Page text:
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Paul Claes

Paul Claes (b. 1943) studied Dutch, English and classical arts and is also a specialist in French literature. He is active as a poet, essayist, translator and novelist. In 1988, he published the fascinating study, Echoes, echoes, which demonstrates exceptional erudition. Claes’ point of departure is the assumption that all texts refer in one way or another to other texts and this is amply illustrated in his creative work. In his poetry, in particular, he is adept at literary imitation, and pastiches and literary falsifications often lend his work a whimsical undertone. The Chameleon’s publication in 2002 completed Paul Claes’s cycle of prize-winning novels which in style and theme are rooted in Western cultural history. Lily marks the beginning of a new series of novels, set in the final decades of the twentieth century and featuring women in specific situations.

De phoenix

(De Bezige Bij, 1998, 168 pagina's)

De phoenix by Paul Claes is a historical detective story in the tradition of Umberto Eco’s The Name of the Rose. It takes place in Florence in 1494, and the leading character is one of the greatest scholars of the Renaissance, Count Pico della Mirandola.

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De Kameleon

De Kameleon

(De Bezige Bij, 2001, 240 pagina's)

In his fourth novel, De Kameleon (The Chameleon) Paul Claes leads the reader through a lively yarn set on the eve of the Age of Reason. For a joke, Charles Déon, a young gentleman but with feminine traits, goes to a masked ball dressed as a young lady and catches the eye of the hostess. Later that evening, her husband, the marquis, takes him aside. A game of shape shifting and gender swapping ensues with entirely unforeseen consequences.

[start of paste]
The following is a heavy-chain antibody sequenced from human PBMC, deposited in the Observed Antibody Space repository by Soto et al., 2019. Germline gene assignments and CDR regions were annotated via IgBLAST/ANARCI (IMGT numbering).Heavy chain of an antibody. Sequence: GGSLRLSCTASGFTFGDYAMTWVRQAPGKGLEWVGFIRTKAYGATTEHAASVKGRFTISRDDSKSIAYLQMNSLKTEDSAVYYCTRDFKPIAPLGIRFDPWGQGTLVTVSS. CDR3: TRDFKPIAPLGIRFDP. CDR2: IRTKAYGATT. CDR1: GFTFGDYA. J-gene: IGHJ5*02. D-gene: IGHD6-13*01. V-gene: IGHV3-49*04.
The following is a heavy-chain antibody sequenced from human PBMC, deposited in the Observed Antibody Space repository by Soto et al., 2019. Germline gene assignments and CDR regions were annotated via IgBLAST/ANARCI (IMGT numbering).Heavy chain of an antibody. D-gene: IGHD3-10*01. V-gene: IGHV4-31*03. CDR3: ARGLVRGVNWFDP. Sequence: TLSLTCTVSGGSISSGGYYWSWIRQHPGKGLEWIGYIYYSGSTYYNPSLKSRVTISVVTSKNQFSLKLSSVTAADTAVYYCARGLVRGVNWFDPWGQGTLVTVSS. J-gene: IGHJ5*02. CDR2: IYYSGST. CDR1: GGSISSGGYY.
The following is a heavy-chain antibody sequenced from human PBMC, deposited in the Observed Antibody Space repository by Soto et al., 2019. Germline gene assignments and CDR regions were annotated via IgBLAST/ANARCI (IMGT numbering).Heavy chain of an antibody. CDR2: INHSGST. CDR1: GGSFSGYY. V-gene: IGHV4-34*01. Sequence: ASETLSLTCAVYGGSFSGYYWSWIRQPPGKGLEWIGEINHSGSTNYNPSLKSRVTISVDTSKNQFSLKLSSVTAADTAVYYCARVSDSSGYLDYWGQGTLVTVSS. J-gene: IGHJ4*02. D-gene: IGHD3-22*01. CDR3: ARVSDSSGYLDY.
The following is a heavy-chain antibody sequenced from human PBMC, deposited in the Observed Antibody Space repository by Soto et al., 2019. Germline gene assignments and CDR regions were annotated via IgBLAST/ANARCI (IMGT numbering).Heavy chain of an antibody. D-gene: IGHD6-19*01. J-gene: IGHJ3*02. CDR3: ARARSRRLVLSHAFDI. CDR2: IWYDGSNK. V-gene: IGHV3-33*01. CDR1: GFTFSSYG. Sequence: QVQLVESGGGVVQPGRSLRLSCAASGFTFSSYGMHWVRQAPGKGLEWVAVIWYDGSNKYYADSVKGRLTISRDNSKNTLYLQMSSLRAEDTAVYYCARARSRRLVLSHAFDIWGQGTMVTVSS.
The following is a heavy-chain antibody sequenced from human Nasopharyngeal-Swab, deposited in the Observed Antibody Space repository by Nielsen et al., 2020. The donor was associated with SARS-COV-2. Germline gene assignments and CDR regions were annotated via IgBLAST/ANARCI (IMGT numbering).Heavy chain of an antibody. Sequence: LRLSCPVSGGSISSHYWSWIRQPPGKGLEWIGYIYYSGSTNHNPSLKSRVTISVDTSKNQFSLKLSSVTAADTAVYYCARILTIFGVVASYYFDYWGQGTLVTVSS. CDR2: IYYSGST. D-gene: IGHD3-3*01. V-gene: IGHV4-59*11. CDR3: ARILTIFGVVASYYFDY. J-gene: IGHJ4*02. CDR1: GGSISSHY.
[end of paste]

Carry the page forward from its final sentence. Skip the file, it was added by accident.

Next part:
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Het hart van de schorpioen

Het hart van de schorpioen

(De Bezige Bij, 2002, 173 pagina's)

In Het hart van de schorpioen, Claes has written an unusual autobiography, in which he largely satisfies ones curiosity as to the author behind the intriguing, creative imitations. Instead of a conventional, often chronological narrative, Paul Claes has opted for a series of short paragraphs based on key words, interspersed with lists, musings, bald statements – which he describes as ‘scryptograms’ rather than aphorisms – and snatches of translation.

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Lily

Lily

(De Bezige Bij, 2003, 192 pagina's)

Lily is stylistically different from Paul Claes’s better known historical novels. The narrative is imbued with the stuffiness of 1950’s Flanders, with its rigid sexual and family moral codes. Lily, growing up in Flanders during the fifties and sixties, timid and self-effacing, is envious of her two elder sisters and a cousin Alice for being adventurous and outgoing. She turns to Alice for moral support, and Alice cautiously introduces her to the world of adolescence.

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